“Silence can be deafening”
Genre: General adult fiction, dystopian fiction
Similar to: The Handmaid’s Tale, The Power
Could be enjoyed by: Fans of feminist dystopian fiction
Publication date: 23rd August 2018
So, dear readers, you’ve reached the third instalment of my unintentional series of dystopian feminist fiction reviews. I’ve recently talked about the original (The Handmaid’s Tale), the new kid (The Power) and now we have the pretender to the throne: Vox.
Jeanie lives in a near future version of America in a world where women are forced into their “traditional” role of mother and housewife. They’re limited to speak only 100 words per day by a delightful little wrist counter that gives an electric shock to anyone who goes over their daily allowance. Through an unlikely event, Jeanie is given permission to remove her counter, return to the workplace and continue her medical research into the creation of a drug that can repair the speech of someone who has had a stroke. However, as Jeanie finds out more about her role within a much wider team and the sinister ramifications of her research she is forced to decide – should she shut up and play along or make her voice heard?
I’ll be honest – Vox was a bit of a letdown for me. Despite being a very similar premise to The Handmaid’s Tale it was initially fairly well executed (with a few niggles – I’ll come to those in a moment). However, by the time I got to around 70% of the way in, shit got weird. Like crazy coincidence, why would that happen, why is she there, I don’t understand this ending weird.
But first things first – the good bits. I did initially enjoy the premise and I loved how pacey the writing was. At first, I was completely drawn into the story and I loved hearing Jeanie’s internal monologue knowing that she couldn’t vocalise her disagreement with the comments of her male children or husband and the sense of frustration and tension that built. There were some very touching scenes with Jeanie and her daughter, like when they couldn’t say goodbye to each other or when her daughter wins an award at school and Jeanie comes to the horrifying realisation that it’s because she’s not spoken at all throughout the day. Her eldest son is very much a product of the misogynistic regime and as much as I wanted to punch him in the face I loved the edge that this gave to their relationship and how it highlighted Jeanie’s powerlessness to parent without words. However, Jeanie has four children and I felt like her twin boys weren’t really fleshed out enough to be of any consequence – so why were they there?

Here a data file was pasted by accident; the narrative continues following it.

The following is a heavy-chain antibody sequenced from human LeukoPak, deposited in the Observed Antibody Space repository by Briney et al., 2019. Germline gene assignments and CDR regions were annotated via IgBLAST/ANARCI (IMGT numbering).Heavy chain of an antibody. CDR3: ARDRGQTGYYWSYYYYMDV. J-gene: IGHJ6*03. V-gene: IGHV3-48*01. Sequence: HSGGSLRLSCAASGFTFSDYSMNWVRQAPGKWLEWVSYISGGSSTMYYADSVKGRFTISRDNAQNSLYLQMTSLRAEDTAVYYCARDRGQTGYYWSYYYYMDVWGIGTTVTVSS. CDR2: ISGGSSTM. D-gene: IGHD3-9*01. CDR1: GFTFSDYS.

Unfortunately there was also a number of other things that didn’t sit quite right with me. Throughout the book Jeanie is having an affair and although I could accept the possibility of that happening, it was the reckless way that she went about it that got on my nerves. You’re living in a totalitarian regime where your every word is recorded and your every movement tracked by CCTV and yet you still manage to go to a semi secluded house for regular extra-marital, contraceptive free sex? When the probable punishment is execution? Really?
As the book progressed I became less engaged with the storyline. There was a greater emphasis on the scientific nature of Jeanie’s work that, frankly, became quite boring and I began to feel that as the ending drew nearer things became a little rushed. There were far too many situations where Jeanie seemed to take ridiculous risks and the storyline all seemed a little too convenient (“I know exactly how to find that out – my husband just happens to work with the President! I’m sure he’ll have files that explain everything somewhere in our house! Oh look – there’s my uni friend who I haven’t seen in twenty years! Let’s just turn on an MRI machine for no reason to drown out our conversation – I’m sure that won’t look suspicious on the closely guarded CCTV!” etc. etc.)
Then there was the actual ending itself. Perhaps I’d just got bored, perhaps I’d been a bit bamboozled by the science but I just. Didn’t. Get. It. Then *spoiler alert* there was the super trite “oh, my husband’s out of the picture so now me and my four-kids-who-definitely-won’t-be-scarred-by-all-of-this can be with you, handsome affair guy, and we can all live happily ever after!” Urgh, pleeeeeze .
So, all in all, Vox could have been a great book – it was certainly an interesting premise, had a fantastic start and was initially well written – but it went downhill fast. It felt like a response to an exam question where the student realises half way through that they’re running out of time, so they’d better start tying up loose ends in the fastest, most obvious way possible. Or like the author was, hmmmm, limited on words??? Was it a clever metaphor?
Nah, probably not.
Rating: Three “I messed up my timing but I think I got away with it” out of five.
Please note that I read this book for free via Netgalley in exchange for an unbiased review. Thanks Netgalley!